But of course this is nothing new. In September last year Kate Bensen wrote in the SMH Copyright breaches land antivaccination group in trouble:

An anti-vaccination group is under fire for allegedly breaching copyright laws by selling newspaper and medical journal articles online without permission from the authors.

The Australian Vaccination Network, which was the subject of a public warning issued by the Health Care Complaints Commission last month, withdrew 11 information packs from its website yesterday after complaints from authors. The packs, which were selling for up to $128, included home-made books filled with articles photocopied from journals around the world, information on drugs taken from MIMS, the medical guide used by doctors and nurses, and copies of brochures inserted in medication boxes by pharmaceutical companies. [….]

The president of the network, Meryl Dorey, said she was unaware she had breached copyright but accepted there had been problems with her licence.

”We’ve made mistakes but they’ve been honest mistakes. They’ve been out of ignorance rather than fraudulence,” she said.

One author stressed that apart from never hearing of the AVN, her material was out of date. Also, under copyright law penalties can reflect if material is used in a way that makes readers think less of the author. In regard to the former, selling outdated material is just scamming members again. As for the latter there’s ample scope for that.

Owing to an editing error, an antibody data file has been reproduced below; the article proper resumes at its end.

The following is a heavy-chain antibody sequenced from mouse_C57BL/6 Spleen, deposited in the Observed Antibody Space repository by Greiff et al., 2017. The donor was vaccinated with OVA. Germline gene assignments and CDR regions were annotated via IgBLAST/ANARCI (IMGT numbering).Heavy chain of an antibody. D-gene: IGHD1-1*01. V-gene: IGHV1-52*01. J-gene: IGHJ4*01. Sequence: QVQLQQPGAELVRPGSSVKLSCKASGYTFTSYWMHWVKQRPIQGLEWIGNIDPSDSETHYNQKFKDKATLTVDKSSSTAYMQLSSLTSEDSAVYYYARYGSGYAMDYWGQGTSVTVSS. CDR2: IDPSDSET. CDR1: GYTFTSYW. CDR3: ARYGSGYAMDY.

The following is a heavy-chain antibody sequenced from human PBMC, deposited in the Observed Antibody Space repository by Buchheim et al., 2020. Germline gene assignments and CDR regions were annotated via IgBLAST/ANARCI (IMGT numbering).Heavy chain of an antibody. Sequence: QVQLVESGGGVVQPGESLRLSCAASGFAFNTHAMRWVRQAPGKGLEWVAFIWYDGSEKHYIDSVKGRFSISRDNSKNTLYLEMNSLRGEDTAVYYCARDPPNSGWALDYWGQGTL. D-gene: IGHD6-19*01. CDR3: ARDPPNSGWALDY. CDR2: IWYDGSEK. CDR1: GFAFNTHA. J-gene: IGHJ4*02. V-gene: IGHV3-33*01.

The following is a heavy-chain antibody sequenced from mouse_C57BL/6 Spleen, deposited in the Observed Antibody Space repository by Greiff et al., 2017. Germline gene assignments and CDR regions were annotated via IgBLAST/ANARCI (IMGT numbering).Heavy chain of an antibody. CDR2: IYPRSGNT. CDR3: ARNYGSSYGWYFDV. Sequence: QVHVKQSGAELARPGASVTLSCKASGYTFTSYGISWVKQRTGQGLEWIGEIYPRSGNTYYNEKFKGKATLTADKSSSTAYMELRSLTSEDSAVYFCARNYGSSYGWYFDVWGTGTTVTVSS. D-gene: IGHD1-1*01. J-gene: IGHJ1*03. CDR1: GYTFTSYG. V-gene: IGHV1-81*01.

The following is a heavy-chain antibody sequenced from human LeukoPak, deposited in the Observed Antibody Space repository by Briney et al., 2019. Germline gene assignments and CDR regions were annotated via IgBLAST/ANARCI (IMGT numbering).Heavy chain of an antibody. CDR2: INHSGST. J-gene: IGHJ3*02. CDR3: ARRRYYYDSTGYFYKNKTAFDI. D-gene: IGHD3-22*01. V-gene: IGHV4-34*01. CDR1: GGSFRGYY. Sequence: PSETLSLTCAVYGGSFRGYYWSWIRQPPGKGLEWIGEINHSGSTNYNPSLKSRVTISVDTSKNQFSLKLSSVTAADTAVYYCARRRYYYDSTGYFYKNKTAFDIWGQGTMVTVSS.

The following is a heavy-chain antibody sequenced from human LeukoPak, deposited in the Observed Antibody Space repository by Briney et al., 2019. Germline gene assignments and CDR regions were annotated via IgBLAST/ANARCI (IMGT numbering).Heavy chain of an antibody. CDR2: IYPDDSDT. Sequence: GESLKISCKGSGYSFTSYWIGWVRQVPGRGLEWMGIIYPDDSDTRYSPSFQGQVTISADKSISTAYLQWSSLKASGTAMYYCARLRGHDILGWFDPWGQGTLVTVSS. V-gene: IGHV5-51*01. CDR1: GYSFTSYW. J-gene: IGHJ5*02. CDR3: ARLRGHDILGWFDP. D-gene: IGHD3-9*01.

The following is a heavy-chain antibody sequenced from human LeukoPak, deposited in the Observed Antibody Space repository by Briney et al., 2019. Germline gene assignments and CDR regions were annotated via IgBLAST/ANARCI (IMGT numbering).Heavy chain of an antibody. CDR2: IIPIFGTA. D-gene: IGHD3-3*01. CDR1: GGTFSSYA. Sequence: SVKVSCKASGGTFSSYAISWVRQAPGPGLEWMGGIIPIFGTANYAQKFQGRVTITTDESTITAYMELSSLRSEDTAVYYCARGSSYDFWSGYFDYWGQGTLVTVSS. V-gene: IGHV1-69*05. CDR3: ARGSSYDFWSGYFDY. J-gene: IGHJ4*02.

Keeping the deception theme alive, in a recent article (November 2nd) in The West Australian Meryl Dorey:

… denied claims the group was involved with religious organisations that have an anti-drugs stance.

Which is rather fortuitous given our present little jaunt about her online shop dear reader. One of the “25% discounted” DVD’s is Scientology’s Citizen Commission on Human Rights, Making a killing: the untold story of psychotropic drugging. You can pad Meryl’s pocket with $25:00 to have and to hold your very own copy… if it arrives. Or watch it free here as a Google Video. Dorey is also selling in her “downloadable articles” scam, the CCHR’s Labelling and drugging kids for profit, which is identical to material on the Scientology/CCHR’s USA sites that’s also available with videos. Dorey has a long history of promoting the CCHR and other material and books she sells are religiously themed and anti-conventional medicine.